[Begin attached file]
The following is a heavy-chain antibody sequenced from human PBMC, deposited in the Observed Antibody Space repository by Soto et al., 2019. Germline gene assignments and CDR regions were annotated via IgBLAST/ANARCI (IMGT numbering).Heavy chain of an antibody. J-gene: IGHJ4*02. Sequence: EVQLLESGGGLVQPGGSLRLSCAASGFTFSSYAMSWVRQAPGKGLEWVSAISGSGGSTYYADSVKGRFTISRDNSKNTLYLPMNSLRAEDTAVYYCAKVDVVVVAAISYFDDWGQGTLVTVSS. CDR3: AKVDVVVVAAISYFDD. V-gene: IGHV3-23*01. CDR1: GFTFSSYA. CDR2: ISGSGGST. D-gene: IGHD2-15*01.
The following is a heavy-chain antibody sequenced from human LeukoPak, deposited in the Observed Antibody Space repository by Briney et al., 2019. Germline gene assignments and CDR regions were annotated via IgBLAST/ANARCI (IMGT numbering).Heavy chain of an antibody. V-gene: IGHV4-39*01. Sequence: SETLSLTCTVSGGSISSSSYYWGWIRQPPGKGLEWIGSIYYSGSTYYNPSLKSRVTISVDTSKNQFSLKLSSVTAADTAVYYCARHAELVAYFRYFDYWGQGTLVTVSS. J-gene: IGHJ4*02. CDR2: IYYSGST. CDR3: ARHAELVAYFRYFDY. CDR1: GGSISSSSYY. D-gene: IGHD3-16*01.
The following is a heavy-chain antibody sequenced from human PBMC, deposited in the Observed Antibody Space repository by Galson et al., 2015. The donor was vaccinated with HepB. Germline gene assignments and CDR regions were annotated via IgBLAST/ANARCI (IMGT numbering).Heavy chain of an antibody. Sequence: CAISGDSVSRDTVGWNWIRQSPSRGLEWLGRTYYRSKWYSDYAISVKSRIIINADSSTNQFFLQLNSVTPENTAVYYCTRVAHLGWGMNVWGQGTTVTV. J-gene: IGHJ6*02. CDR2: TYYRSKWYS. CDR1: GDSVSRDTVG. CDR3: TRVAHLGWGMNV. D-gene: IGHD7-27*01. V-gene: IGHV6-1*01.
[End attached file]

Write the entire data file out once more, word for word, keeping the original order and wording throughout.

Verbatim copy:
The following is a heavy-chain antibody sequenced from human PBMC, deposited in the Observed Antibody Space repository by Soto et al., 2019. Germline gene assignments and CDR regions were annotated via IgBLAST/ANARCI (IMGT numbering).Heavy chain of an antibody. J-gene: IGHJ4*02. Sequence: EVQLLESGGGLVQPGGSLRLSCAASGFTFSSYAMSWVRQAPGKGLEWVSAISGSGGSTYYADSVKGRFTISRDNSKNTLYLPMNSLRAEDTAVYYCAKVDVVVVAAISYFDDWGQGTLVTVSS. CDR3: AKVDVVVVAAISYFDD. V-gene: IGHV3-23*01. CDR1: GFTFSSYA. CDR2: ISGSGGST. D-gene: IGHD2-15*01.
The following is a heavy-chain antibody sequenced from human LeukoPak, deposited in the Observed Antibody Space repository by Briney et al., 2019. Germline gene assignments and CDR regions were annotated via IgBLAST/ANARCI (IMGT numbering).Heavy chain of an antibody. V-gene: IGHV4-39*01. Sequence: SETLSLTCTVSGGSISSSSYYWGWIRQPPGKGLEWIGSIYYSGSTYYNPSLKSRVTISVDTSKNQFSLKLSSVTAADTAVYYCARHAELVAYFRYFDYWGQGTLVTVSS. J-gene: IGHJ4*02. CDR2: IYYSGST. CDR3: ARHAELVAYFRYFDY. CDR1: GGSISSSSYY. D-gene: IGHD3-16*01.
The following is a heavy-chain antibody sequenced from human PBMC, deposited in the Observed Antibody Space repository by Galson et al., 2015. The donor was vaccinated with HepB. Germline gene assignments and CDR regions were annotated via IgBLAST/ANARCI (IMGT numbering).Heavy chain of an antibody. Sequence: CAISGDSVSRDTVGWNWIRQSPSRGLEWLGRTYYRSKWYSDYAISVKSRIIINADSSTNQFFLQLNSVTPENTAVYYCTRVAHLGWGMNVWGQGTTVTV. J-gene: IGHJ6*02. CDR2: TYYRSKWYS. CDR1: GDSVSRDTVG. CDR3: TRVAHLGWGMNV. D-gene: IGHD7-27*01. V-gene: IGHV6-1*01.